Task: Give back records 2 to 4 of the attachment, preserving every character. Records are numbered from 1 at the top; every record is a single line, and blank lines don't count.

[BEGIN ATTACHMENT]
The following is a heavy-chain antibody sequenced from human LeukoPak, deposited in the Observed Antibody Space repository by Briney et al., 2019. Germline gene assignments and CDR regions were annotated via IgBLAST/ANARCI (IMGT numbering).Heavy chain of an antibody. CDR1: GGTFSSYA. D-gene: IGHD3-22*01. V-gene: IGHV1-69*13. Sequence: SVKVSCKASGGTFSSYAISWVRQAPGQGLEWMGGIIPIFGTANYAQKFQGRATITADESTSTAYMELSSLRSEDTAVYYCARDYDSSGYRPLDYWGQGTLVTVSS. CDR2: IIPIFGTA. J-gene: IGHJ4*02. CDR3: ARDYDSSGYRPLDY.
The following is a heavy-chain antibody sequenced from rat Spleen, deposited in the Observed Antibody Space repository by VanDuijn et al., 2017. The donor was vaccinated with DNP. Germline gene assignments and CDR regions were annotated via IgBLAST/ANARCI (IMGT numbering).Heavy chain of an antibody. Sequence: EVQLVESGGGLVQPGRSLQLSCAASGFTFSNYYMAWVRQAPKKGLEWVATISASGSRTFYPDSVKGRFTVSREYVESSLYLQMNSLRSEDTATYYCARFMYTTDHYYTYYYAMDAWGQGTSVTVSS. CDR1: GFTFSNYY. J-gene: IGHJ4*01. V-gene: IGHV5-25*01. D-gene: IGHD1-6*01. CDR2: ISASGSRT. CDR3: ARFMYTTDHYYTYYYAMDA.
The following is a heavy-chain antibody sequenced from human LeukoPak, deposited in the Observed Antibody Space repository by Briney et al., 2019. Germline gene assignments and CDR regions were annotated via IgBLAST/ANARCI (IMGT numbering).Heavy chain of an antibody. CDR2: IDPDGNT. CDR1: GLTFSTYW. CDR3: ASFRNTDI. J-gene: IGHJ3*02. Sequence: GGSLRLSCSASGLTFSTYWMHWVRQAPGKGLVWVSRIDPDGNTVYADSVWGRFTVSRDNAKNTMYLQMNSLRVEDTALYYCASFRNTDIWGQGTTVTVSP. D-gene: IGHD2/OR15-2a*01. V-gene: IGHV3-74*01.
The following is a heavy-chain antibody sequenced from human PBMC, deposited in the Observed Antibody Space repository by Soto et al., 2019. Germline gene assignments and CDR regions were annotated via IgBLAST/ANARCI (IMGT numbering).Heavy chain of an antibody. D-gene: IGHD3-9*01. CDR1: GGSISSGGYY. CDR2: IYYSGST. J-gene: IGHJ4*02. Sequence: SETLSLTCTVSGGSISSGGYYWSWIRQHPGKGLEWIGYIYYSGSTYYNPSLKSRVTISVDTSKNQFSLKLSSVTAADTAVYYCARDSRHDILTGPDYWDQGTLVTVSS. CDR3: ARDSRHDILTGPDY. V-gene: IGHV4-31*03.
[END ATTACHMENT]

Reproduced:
The following is a heavy-chain antibody sequenced from rat Spleen, deposited in the Observed Antibody Space repository by VanDuijn et al., 2017. The donor was vaccinated with DNP. Germline gene assignments and CDR regions were annotated via IgBLAST/ANARCI (IMGT numbering).Heavy chain of an antibody. Sequence: EVQLVESGGGLVQPGRSLQLSCAASGFTFSNYYMAWVRQAPKKGLEWVATISASGSRTFYPDSVKGRFTVSREYVESSLYLQMNSLRSEDTATYYCARFMYTTDHYYTYYYAMDAWGQGTSVTVSS. CDR1: GFTFSNYY. J-gene: IGHJ4*01. V-gene: IGHV5-25*01. D-gene: IGHD1-6*01. CDR2: ISASGSRT. CDR3: ARFMYTTDHYYTYYYAMDA.
The following is a heavy-chain antibody sequenced from human LeukoPak, deposited in the Observed Antibody Space repository by Briney et al., 2019. Germline gene assignments and CDR regions were annotated via IgBLAST/ANARCI (IMGT numbering).Heavy chain of an antibody. CDR2: IDPDGNT. CDR1: GLTFSTYW. CDR3: ASFRNTDI. J-gene: IGHJ3*02. Sequence: GGSLRLSCSASGLTFSTYWMHWVRQAPGKGLVWVSRIDPDGNTVYADSVWGRFTVSRDNAKNTMYLQMNSLRVEDTALYYCASFRNTDIWGQGTTVTVSP. D-gene: IGHD2/OR15-2a*01. V-gene: IGHV3-74*01.
The following is a heavy-chain antibody sequenced from human PBMC, deposited in the Observed Antibody Space repository by Soto et al., 2019. Germline gene assignments and CDR regions were annotated via IgBLAST/ANARCI (IMGT numbering).Heavy chain of an antibody. D-gene: IGHD3-9*01. CDR1: GGSISSGGYY. CDR2: IYYSGST. J-gene: IGHJ4*02. Sequence: SETLSLTCTVSGGSISSGGYYWSWIRQHPGKGLEWIGYIYYSGSTYYNPSLKSRVTISVDTSKNQFSLKLSSVTAADTAVYYCARDSRHDILTGPDYWDQGTLVTVSS. CDR3: ARDSRHDILTGPDY. V-gene: IGHV4-31*03.